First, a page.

A ubiquitous sight whilst meandering through our sleepy coastal town is that of fellow students falling from the impact of Cupid’s bow. Upon joining the university, we are all warned that one in ten of us is likely to marry a fellow student; a comment which at first is shrugged off our shoulders like the Scottish rain in September. The realisation only comes down harder as the days spent going for coffee, enjoying dinner parties, dancing at house parties and drinking in warm pubs mount.

St Andrews as a place certainly cultivates a romantic atmosphere. Whether we are treading the cobbled streets to lectures or staring out across the wild sea, there is an aura of wellbeing and satisfaction that few other university towns manage to muster. Our close-knit community and affection for the place engenders an experience that only fellow students and alumni can begin to comprehend. But is the longing for a fairytale wedding more delusional than pragmatic?

We have been coined as a match-making university, with this reputation stamped more assuredly on our forehead since the Royal Wedding of Catherine and William in April 2011. Their relationship has publically highlighted the aspects of life here which is so suited for couples. The question remains as to why current students and alumni feel the need to marry within the ancient walls of St Salvator’s chapel. It is easy to imagine that returning to be wed in St Andrews is both in pursuit and recognition of the happiness once had here. A wedding is a day for celebration of the love shared between two people, and is there a better place to do it than where you spent some of the happiest years of your life? Images of red gowns, kilts, bagpipes, choirs, and sunshine in the quadrangle spring to mind at the idea of a St Andrews wedding; a pretty and familiar sight.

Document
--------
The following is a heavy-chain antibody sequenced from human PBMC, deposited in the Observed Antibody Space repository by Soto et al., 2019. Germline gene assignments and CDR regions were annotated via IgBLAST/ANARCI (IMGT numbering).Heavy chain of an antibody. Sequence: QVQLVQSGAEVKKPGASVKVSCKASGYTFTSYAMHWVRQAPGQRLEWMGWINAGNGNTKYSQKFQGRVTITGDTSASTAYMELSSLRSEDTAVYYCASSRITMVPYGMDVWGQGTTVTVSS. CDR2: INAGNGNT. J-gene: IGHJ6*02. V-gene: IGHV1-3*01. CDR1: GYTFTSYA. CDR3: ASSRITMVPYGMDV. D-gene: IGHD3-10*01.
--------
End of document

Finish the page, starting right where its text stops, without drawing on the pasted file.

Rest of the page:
However, the dream of a Scottish wedding can sometimes be just that. It can become a futile search for somebody to marry under the pressure of family and strangers asking if the matchmaking university has done its job for you. A friend of mine often states that she is here for her “MRS. degree”, and whether they admit it or not, this is probably the view of many (female) brains within the three streets. Marrying another student is the ideal in more ways than one, not only does St Andrews play host to a plethora of nationalities and personalities, creating a large and diverse population from which to choose a spouse, but these people are also like-minded and intelligent. Despite all of this, nine in ten of us will not marry someone from our time in the bubble, regardless of how idyllic a marriage here would be.

PHOTO CREDITS: Celeste Sloman

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